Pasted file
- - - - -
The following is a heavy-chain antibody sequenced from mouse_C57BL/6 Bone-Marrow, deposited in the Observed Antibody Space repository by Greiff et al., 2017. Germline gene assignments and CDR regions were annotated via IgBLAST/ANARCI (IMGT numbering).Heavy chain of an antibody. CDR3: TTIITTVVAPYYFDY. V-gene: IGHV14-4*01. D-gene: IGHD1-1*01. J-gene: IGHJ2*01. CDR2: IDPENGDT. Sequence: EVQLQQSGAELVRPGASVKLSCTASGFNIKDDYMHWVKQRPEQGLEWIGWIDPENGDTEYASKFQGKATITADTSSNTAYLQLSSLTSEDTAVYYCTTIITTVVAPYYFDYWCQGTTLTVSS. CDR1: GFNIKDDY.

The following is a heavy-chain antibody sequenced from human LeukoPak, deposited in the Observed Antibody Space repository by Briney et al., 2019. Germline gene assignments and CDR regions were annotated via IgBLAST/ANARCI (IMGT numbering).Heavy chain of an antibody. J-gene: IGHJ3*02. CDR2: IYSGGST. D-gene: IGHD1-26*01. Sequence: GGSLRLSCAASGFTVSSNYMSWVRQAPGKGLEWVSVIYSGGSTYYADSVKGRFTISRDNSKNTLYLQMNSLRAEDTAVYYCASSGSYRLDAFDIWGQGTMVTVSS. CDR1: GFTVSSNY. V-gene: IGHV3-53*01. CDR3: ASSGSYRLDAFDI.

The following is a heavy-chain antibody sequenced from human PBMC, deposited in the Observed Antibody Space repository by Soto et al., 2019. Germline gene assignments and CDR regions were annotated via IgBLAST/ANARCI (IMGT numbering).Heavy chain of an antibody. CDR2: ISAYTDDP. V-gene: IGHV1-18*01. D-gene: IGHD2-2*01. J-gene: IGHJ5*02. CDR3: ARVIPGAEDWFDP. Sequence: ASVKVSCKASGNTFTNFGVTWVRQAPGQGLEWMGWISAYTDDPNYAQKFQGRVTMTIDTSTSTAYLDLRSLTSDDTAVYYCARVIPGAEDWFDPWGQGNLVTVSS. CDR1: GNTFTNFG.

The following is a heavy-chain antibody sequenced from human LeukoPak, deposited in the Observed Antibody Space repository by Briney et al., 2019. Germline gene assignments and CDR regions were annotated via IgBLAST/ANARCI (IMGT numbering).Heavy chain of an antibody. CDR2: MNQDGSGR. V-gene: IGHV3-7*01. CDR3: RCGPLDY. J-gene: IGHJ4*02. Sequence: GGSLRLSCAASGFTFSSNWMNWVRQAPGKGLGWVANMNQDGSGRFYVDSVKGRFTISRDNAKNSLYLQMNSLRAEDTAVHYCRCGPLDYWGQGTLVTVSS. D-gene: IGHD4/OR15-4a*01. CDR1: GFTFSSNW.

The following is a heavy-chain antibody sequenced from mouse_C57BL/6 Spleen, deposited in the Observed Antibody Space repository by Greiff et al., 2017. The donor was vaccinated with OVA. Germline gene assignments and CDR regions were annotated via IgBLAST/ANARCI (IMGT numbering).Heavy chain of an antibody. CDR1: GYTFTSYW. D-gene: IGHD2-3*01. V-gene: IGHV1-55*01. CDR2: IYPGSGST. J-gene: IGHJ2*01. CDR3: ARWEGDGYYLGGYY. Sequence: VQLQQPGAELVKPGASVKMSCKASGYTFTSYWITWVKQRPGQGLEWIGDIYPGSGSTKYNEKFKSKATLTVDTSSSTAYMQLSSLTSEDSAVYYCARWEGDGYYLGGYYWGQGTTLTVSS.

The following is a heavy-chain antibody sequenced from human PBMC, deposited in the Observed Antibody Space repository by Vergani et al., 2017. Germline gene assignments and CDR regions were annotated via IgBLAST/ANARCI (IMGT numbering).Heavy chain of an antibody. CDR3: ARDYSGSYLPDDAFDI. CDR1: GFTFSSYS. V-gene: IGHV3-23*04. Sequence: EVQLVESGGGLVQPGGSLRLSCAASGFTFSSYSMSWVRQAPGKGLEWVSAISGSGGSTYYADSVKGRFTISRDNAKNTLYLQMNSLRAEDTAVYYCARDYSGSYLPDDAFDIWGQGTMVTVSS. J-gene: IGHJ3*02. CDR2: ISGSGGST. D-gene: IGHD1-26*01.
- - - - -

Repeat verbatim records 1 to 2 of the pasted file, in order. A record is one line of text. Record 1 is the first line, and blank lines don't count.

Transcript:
The following is a heavy-chain antibody sequenced from mouse_C57BL/6 Bone-Marrow, deposited in the Observed Antibody Space repository by Greiff et al., 2017. Germline gene assignments and CDR regions were annotated via IgBLAST/ANARCI (IMGT numbering).Heavy chain of an antibody. CDR3: TTIITTVVAPYYFDY. V-gene: IGHV14-4*01. D-gene: IGHD1-1*01. J-gene: IGHJ2*01. CDR2: IDPENGDT. Sequence: EVQLQQSGAELVRPGASVKLSCTASGFNIKDDYMHWVKQRPEQGLEWIGWIDPENGDTEYASKFQGKATITADTSSNTAYLQLSSLTSEDTAVYYCTTIITTVVAPYYFDYWCQGTTLTVSS. CDR1: GFNIKDDY.

The following is a heavy-chain antibody sequenced from human LeukoPak, deposited in the Observed Antibody Space repository by Briney et al., 2019. Germline gene assignments and CDR regions were annotated via IgBLAST/ANARCI (IMGT numbering).Heavy chain of an antibody. J-gene: IGHJ3*02. CDR2: IYSGGST. D-gene: IGHD1-26*01. Sequence: GGSLRLSCAASGFTVSSNYMSWVRQAPGKGLEWVSVIYSGGSTYYADSVKGRFTISRDNSKNTLYLQMNSLRAEDTAVYYCASSGSYRLDAFDIWGQGTMVTVSS. CDR1: GFTVSSNY. V-gene: IGHV3-53*01. CDR3: ASSGSYRLDAFDI.